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Planta. 2011 Sep;234(3):477-86. doi: 10.1007/s00425-011-1413-0. Epub 2011 May 1.

Evidence for a role of raffinose in stabilizing photosystem II during freeze-thaw cycles.

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Department of Plant Biotechnology, Institute of Biology, University of Stuttgart, Pfaffenwaldring 57, 70550 Stuttgart, Germany.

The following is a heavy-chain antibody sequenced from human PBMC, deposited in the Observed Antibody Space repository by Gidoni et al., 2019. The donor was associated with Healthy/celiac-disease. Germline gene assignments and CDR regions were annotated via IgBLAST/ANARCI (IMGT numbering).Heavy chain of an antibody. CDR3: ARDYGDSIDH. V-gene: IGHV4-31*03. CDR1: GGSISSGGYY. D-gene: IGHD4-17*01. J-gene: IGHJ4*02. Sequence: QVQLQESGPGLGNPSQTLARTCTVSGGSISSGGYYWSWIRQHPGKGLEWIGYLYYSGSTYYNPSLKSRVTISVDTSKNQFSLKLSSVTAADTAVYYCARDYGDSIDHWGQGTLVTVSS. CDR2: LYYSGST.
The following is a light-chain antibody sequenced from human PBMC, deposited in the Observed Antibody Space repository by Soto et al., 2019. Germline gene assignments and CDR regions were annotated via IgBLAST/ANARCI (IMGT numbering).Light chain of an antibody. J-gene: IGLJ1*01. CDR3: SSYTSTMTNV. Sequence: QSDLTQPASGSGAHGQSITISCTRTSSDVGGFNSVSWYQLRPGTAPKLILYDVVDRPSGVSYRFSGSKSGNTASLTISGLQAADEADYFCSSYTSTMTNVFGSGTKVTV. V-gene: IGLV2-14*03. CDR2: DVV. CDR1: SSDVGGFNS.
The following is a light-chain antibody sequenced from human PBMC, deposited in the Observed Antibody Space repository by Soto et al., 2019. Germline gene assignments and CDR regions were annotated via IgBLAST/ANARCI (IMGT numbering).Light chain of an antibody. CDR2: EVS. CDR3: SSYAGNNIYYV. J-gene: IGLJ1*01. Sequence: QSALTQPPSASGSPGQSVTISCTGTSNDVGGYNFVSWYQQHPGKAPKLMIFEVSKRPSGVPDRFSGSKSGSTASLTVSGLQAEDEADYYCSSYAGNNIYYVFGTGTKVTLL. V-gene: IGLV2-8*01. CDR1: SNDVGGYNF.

A role of non-reducing sugars like sucrose and raffinose in the protection of plant cells against damage during freezing has been proposed for many species, but reports on physiological effects are conflicting. Non-aqueous fractionation of mesophyll cell compartments in Arabidopsis thaliana was used to show that sucrose and raffinose accumulate in plastids during low temperatures, pointing to a physiological role in protecting the photosynthetic apparatus. Comparing a previously described raffinose synthase (RS) mutant of A. thaliana with its corresponding wild type, accession Col-0, revealed that a lack of raffinose has no effect on electrolyte leakage from leaf cells after freeze-thaw cycles, supporting that raffinose is not essential for protecting the plasma membrane. However, in situ chlorophyll fluorescence showed that maximum quantum yield of PS II photochemistry (F (v)/F (m)) and other fluorescence parameters of cold acclimated leaves subjected to freeze-thaw cycles were significantly lower in the raffinose synthase mutant than in the corresponding wild type, indicating that raffinose is involved in stabilizing PS II of cold acclimated leaf cells against damage during freezing.

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